When it comes to getting stoned and toned, we found that our respondents found cannabis to be an effective tool pre-workout, during their workout, and as part of their recovery. It helped them get motivated and keep going, even when other aspects of their life got increasingly difficult as a result of the pandemic.

If you’re looking to upgrade your workout equipment, FitRated has everything you need to complete your home gym. You can find the perfect equipment for your needs, browse the most popular brands, and view side-by-side price comparisons all in one easy place.

Methodology

We surveyed 1,004 people who engaged in cannabis-fueled workouts. 45% identified as both CBD and THC users, 29% identified as THC users, and 26% identified as CBD users. Those who identified as men made up 54% of respondents, and those who identified as women made up 45% of respondents. 1% of respondents identified as nonbinary or nonconforming.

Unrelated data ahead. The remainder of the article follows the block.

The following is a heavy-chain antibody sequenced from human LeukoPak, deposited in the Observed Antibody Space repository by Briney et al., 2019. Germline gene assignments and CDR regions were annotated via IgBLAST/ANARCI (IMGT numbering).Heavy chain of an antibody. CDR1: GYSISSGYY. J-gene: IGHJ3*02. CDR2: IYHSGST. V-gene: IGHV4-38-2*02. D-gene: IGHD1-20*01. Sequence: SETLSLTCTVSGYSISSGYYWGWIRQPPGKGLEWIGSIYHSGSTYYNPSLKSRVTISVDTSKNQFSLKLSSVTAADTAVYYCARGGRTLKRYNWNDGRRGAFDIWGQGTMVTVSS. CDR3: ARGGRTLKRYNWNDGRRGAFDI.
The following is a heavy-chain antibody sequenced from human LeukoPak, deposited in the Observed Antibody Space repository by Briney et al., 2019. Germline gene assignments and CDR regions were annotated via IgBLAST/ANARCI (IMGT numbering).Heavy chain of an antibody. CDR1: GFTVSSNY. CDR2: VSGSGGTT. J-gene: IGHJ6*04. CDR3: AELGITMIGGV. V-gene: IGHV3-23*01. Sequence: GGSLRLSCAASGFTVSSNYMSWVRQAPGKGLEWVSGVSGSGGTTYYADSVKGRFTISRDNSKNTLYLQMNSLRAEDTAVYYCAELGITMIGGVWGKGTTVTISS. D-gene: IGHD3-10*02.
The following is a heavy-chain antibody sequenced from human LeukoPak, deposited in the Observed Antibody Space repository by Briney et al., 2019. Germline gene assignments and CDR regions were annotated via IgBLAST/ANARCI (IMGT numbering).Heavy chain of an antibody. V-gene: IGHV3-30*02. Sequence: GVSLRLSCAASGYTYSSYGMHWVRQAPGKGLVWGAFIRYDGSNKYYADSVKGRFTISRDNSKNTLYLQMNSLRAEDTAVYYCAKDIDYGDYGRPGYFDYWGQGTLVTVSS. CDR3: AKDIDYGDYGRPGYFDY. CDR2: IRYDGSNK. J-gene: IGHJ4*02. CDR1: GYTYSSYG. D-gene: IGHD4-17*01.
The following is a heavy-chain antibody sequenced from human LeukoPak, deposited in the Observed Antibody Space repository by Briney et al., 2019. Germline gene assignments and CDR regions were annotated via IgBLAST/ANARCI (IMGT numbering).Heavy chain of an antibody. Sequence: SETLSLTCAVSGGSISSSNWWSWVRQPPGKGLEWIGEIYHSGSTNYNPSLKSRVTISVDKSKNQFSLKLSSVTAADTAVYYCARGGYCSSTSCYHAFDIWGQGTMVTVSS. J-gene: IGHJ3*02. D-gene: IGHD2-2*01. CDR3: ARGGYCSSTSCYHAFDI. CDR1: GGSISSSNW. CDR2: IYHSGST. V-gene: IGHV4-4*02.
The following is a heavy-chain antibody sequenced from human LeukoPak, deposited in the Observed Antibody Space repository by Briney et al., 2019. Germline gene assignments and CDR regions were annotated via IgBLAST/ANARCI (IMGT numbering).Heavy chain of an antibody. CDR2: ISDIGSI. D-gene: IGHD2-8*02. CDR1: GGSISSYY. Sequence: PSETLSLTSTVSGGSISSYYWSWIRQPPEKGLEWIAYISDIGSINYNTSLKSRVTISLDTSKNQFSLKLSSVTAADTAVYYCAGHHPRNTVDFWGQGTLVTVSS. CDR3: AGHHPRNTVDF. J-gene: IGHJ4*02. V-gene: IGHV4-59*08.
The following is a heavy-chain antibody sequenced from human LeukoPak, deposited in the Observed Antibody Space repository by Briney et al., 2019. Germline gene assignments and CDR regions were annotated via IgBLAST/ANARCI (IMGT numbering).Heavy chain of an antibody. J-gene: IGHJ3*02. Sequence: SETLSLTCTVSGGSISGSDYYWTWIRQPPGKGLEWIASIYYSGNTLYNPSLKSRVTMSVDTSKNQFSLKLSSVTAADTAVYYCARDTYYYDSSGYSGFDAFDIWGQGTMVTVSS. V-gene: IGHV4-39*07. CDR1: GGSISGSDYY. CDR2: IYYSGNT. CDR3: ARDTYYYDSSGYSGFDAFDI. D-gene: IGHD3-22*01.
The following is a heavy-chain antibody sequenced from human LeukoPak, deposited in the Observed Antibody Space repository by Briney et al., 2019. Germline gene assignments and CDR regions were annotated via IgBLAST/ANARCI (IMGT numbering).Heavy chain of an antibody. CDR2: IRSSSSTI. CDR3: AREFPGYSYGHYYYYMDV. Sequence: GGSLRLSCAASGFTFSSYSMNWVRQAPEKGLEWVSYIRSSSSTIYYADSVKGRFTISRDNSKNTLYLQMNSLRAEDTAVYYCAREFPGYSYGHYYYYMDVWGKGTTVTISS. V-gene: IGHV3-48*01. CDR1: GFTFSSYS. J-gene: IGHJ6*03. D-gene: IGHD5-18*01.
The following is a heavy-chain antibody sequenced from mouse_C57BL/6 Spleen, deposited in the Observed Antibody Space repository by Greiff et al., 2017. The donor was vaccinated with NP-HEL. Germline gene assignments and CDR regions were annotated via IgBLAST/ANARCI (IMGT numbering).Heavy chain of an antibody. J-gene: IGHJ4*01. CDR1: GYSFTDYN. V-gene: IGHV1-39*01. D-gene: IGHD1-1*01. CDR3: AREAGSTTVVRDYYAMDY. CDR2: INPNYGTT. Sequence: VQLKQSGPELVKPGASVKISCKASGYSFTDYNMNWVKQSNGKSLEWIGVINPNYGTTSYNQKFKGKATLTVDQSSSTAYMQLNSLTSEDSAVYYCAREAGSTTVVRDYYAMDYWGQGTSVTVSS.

To help ensure that all respondents took our survey seriously, they were required to identify and correctly answer an attention-check question.

These data rely on self-reporting by the respondents and are only exploratory. Issues with self-reported responses include, but aren’t limited to, the following: exaggeration, selective memory, telescoping, attribution, and bias. All values are based on estimation.

Fair Use Statement

Know someone looking for a way to increase their workout motivation? Or perhaps someone who already uses cannabis in their fitness regimen? 

 

Link to the original survey on FITRATED: Title: Working out high during Covid-19